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Everything You Need to Know About Relationship Goal Setting

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Many of us are familiar with the benefits of setting goals, particularly when it comes to work and business, but not so many of us have considered relationship goal setting.

In today’s fast-paced world we can be guilty of overlooking our relationship with our partners.

Work, children, social commitments and other competing factors can all put strain and tension on relationships – even the strongest ones.

According to Psychology Today, relationship goal setting is a necessity and the key to happiness in all areas of life.

How to Set Relationship Goals

Relationship goal setting starts with booking a time in both of your diaries to sit down, preferably at a day and time when you are relaxed and are unlikely to be disturbed.

This means turning off all devices and turning up with a positive attitude. This is an opportunity to share your hopes and desires with your partner.

Your Relationship Goals

In figuring how to set goals, consider what would make each of you as an individual, as well as a couple, happy.

Relationship goals can relate to any areas of your life, such as emotional support, health, financial goals, creating a family, travel and individual goals.

One of your relationship goals though should include regularly spending one-on-one time with each other, that doesn’t involve children, other people or chores.

You may also like to set some goals relating to managing everyday or household tasks, as these can quickly become sources of tension in a relationship.

SMART Goal Setting

One of the best ways to ensure success when it comes to achieving your relationship goals is to set SMART goals.

SMART goals are:

  • Specific – identify exactly what you want. Eg. Spend more time together vs. Spend one-on-one time together without distractions at least once a week.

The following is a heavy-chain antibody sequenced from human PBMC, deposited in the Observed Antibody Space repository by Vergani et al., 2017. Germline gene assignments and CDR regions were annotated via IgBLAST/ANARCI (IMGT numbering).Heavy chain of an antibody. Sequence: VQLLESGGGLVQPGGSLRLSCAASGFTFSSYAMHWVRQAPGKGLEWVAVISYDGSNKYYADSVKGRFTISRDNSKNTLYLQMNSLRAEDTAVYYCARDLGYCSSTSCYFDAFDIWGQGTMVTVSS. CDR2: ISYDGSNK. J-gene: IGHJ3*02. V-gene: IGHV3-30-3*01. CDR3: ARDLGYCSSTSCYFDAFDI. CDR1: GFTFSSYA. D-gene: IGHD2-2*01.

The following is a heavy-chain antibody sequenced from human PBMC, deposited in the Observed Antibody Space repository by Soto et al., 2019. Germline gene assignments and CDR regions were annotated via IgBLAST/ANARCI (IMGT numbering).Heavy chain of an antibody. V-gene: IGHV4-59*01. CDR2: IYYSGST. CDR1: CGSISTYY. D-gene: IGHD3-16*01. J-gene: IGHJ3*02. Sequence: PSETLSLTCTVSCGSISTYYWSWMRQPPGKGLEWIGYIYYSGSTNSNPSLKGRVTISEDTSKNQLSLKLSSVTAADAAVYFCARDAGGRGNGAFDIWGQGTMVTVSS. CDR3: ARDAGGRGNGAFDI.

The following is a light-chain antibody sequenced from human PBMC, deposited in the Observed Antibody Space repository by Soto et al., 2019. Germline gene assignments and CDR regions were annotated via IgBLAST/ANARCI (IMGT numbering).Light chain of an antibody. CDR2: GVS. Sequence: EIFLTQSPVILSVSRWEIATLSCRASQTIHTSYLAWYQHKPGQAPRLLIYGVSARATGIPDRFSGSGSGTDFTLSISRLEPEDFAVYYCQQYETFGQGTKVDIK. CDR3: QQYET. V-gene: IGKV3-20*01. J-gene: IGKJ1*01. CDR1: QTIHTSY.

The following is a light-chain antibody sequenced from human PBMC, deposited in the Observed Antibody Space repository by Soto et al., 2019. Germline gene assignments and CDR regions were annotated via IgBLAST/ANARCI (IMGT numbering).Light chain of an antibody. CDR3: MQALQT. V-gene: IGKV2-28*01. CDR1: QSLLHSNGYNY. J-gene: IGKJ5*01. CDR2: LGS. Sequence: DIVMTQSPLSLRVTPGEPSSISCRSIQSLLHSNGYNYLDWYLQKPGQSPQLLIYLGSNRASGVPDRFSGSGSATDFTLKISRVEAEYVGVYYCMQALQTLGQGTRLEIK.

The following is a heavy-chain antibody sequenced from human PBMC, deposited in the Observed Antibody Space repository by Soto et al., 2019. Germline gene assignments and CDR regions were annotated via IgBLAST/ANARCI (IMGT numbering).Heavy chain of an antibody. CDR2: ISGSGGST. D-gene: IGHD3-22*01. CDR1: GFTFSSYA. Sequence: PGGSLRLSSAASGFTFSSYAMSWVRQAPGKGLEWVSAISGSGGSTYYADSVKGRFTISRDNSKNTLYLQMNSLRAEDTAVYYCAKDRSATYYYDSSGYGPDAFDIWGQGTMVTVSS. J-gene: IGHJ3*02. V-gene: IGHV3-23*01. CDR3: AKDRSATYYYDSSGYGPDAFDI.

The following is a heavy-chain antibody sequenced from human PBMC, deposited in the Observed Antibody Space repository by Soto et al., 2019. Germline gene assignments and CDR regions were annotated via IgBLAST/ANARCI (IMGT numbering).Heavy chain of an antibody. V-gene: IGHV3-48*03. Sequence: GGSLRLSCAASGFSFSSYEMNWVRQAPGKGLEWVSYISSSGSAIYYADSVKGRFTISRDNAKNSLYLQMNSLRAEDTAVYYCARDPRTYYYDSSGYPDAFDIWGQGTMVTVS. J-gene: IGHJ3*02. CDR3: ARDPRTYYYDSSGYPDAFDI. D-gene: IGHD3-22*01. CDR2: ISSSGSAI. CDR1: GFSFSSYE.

• Measurable – quantify your goal. Eg. Save up for a house deposit vs. Save $10,000 for a house deposit by the end of the year.
  • Actionable – make your goal more powerful and easier to action by starting with a verb. Eg. Be a good listener vs. Listen actively to my partner whenever they are speaking.
  • Realistic – while it’s good to be ambitious and have goals that stretch you, they need to be doable. Eg. Win American Ninja Warrior vs. Participate in a triathlon.
  • Time-bound – identify a timeframe or deadline for each goal. Eg. Travel more vs. Book a trip to New York for this year.

It’s important to write down your goals, and limit the overall number of goals to an achievable number of between five and seven.

Monitoring Your Goals

You should regularly review and monitor your goals with you partner. Sit down on a weekly or fortnightly basis to discuss progress and actions that need to be taken.

Along the way, regularly remind yourself that you and your partner are a team. You are in this together and are each other’s cheer squad.

Get Help with Goal Setting

Some couples may benefit from seeking a counselor to help with specific goals, or with any underlying tension or discomfort in the relationship.

 

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